Regents approve naming UH Mānoa building after “First Lady of Limu”
The University of Hawaiʻi Board of Regents voted unanimously to approve the renaming of the UH Mānoa Life Sciences Building after Isabella Aiona Abbott, affectionately known as the “First Lady of Limu.” The approval came at a meeting on Jan. 19, 2023, following a groundswell of support from the campus community.
The late UH Mānoa ethnobotany professor emerita and Kānaka Maoli (Native Hawaiian) made an indelible mark in the scientific community, paving the way for success of integrating the excellence of Hawaiʻi’s traditional and customary practices and knowledge into western science. Abbott was also instrumental in establishing the UH Mānoa ethnobotany program, which is the study of the interaction between humans and plants.
The state-of-the-art three-story, 70,000-square-foot facility building, which opened for instruction in fall 2020, will now be known as the Isabella Aiona Abbott Life Sciences Building.
“Dr. Isabella Aiona Abbott truly exemplifies what it means to be a person of significance to the University of Hawaiʻi. And the new Life Sciences Building provides a highly befitting opportunity to honor her life, career and contributions,” wrote UH President David Lassner in his letter recommending the building’s renaming to the Board of Regents.
“It’s about the opportunity for us to use these kinds of recognitions to reflect not only on the legacy but who do we want to be as a community,” UH Board of Regents Vice Chair Alapaki Nahale-a said. “I was really moved not just by the words but the way and the beautiful spirit behind it. The beginning of the 2023, I just feel like this is the type of energy that our system can capitalize on and use to be the aspirational institution we need to be for Hawaiʻi.”
About six years ago, the renaming effort began as a grass-roots campaign. More than 3,000 people signed a petition, and more than 100 people submitted testimony in support, according to a university press release. UH Mānoa Native Hawaiian Student Services assisted with publicizing the effort, and held a series of events that included student films, silk screening workshops, classroom visits and more. In addition, other campus groups including the UH Mānoa Faculty Senate, Associated Students of UH, Graduate Student Organization and Kualiʻi Council overwhelmingly supported the renaming.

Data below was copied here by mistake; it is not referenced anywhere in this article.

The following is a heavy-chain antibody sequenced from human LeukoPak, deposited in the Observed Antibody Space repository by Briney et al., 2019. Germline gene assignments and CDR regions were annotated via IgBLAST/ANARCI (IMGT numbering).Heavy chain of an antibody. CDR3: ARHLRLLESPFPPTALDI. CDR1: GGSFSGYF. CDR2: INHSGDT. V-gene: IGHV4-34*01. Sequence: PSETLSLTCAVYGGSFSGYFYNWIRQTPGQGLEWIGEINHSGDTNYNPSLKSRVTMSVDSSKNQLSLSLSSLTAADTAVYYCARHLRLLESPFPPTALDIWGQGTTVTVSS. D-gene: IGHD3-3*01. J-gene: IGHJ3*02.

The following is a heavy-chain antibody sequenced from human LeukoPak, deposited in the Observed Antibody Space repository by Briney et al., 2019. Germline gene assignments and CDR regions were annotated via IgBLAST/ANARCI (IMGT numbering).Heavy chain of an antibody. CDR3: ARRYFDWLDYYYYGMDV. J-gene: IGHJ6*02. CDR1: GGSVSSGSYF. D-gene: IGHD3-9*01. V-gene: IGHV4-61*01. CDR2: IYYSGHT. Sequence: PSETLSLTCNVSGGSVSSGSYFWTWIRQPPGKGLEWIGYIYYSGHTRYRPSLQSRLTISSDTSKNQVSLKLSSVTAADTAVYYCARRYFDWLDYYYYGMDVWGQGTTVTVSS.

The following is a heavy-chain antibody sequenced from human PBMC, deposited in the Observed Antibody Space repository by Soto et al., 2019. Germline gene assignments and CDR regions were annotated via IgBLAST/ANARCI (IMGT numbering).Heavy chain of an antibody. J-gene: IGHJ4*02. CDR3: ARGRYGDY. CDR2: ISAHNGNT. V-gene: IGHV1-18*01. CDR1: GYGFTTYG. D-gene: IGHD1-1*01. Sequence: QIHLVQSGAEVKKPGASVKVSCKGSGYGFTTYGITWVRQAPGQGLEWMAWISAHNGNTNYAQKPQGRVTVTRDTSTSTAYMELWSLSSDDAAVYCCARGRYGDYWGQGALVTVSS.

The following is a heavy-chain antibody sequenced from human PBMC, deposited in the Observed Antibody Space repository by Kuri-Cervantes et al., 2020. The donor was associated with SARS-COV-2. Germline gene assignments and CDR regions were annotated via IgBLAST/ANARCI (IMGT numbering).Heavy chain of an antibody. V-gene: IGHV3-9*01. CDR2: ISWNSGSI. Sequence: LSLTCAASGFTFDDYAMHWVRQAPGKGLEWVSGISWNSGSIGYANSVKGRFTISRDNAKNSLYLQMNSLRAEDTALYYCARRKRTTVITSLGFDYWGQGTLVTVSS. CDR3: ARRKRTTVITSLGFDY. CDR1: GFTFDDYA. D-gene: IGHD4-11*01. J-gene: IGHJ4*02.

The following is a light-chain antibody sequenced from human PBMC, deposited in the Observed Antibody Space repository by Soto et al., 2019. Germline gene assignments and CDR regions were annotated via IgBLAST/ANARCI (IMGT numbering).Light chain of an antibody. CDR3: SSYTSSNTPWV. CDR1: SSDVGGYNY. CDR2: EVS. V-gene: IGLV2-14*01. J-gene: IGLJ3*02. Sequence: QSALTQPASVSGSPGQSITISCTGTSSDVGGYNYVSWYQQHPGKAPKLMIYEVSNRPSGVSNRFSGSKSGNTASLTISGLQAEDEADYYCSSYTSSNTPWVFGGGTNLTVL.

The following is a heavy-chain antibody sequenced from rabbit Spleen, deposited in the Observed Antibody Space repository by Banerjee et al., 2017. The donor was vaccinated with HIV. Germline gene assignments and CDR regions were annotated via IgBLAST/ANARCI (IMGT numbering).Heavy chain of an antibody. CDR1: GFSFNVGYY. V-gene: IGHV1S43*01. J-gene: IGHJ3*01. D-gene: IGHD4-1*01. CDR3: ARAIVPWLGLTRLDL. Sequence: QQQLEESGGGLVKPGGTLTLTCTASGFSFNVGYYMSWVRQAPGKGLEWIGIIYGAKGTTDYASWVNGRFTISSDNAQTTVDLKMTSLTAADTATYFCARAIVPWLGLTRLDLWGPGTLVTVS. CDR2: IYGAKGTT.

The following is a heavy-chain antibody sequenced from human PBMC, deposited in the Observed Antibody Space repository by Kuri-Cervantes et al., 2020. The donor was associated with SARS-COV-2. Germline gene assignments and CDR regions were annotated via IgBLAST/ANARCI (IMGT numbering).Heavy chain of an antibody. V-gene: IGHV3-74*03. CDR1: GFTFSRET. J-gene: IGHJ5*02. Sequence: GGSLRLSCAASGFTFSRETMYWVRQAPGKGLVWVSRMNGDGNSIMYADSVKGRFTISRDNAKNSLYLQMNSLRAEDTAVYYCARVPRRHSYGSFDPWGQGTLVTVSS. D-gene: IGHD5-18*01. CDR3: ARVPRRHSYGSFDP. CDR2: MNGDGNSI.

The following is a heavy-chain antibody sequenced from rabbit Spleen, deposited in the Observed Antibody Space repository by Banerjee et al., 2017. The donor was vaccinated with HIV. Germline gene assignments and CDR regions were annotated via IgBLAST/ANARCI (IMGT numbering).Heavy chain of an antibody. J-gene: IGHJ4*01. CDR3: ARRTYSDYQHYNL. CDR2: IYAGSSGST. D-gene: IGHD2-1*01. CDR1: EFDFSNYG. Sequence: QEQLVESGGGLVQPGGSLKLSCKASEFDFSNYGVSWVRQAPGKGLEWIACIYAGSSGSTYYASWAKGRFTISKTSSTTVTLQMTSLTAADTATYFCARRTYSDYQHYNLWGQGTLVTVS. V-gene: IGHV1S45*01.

“She faced numerous barriers to her career advancement but she not only smashed them, she also worked to open pathways for other Native Hawaiian scientists,” Department of Oceanography and Hawaiʻi Sea Grant Associate Professor Rosie Alegado told the Board of Regents. “Most importantly, Izzie’s unparalleled achievements were not made in spite of her upbringing and cultural heritage but because of them.”
Annie Abbott Foerster, Abbott’s daughter, wrote to the Board of Regents, “Our mom, Tūtū and dear friend is undoubtedly smiling her huge and warming smile at this tremendous honor. …May Dr. Abbott’s legacy of selfless service to one another, countless mentorships, and her tireless pursuits in marine botany (limu) combined with the intentional recognition of deeply rooted Hawaiian traditions remain an example and a covering for this building and all who pass through its doors.”
Abbott graduated from Kamehameha Schools and earned her undergraduate degree in botany from UH Mānoa. She earned her master’s degree in botany from the University of Michigan and her PhD in botany from the University of California, Berkeley, becoming the first Kānaka Maoli woman to earn a PhD in science.
Abbott then headed for Stanford University as a research associate and lecturer, studying marine algae on the California coast. Upon her promotion from lecturer to full professor, she became the first woman and the first person of color to become a full professor of biology at Stanford. Abbott became the leading marine botanist of the Pacific, discovering more than 200 algae, which earned her the nickname “First Lady of Limu.”
She and her husband Donald Putnam Abbott retired from Stanford and moved back to Hawaiʻi in 1992. She joined the faculty at UH Mānoa and served as the G.P. Wilder Professor of Botany, and helped establish the ethnobotany program—teaching thousands of students throughout the years. Abbott died in 2010 at the age of 91.
Abbott has made numerous contributions to the advancement of Kānaka Maoli across the UH System. In 1986, she was a co-author of the seminal Kaʻū Hawaiian Task Force Report, along with 18 other Kānaka Maoli faculty and staff. The task force was charged with reviewing the direction and commitment of the UH System to traditional Hawaiian culture and to Hawaiians; identifying programs or obstacles which deter the commitment to Hawaiian culture and to the education of Hawaiians; and to recommend solutions that the university can undertake to overcome these problems and obstacles.
Abbott published eight books and more than 150 research papers and technical reports. She earned the Darbaker Prize from the Botanical Society of America in 1969, the Charles Reed Bishop Medal in 1993 and the National Academy of Sciences Gilbert Morgan Smith Medal for excellence in published research on algae in 1997. Abbott was named a Living Treasure of Hawaiʻi and received a lifetime achievement award from the Hawaiʻi Department of Land and Natural Resources for her studies of coral reefs.
Abbott was also highly involved in the community, serving on the Bishop Museum Board of Directors, Kahoʻolawe Island Reserve Commission and the National Oceanic and Atmospheric Administration Advisory Committee for the Papahānaumokuākea Marine National Monument.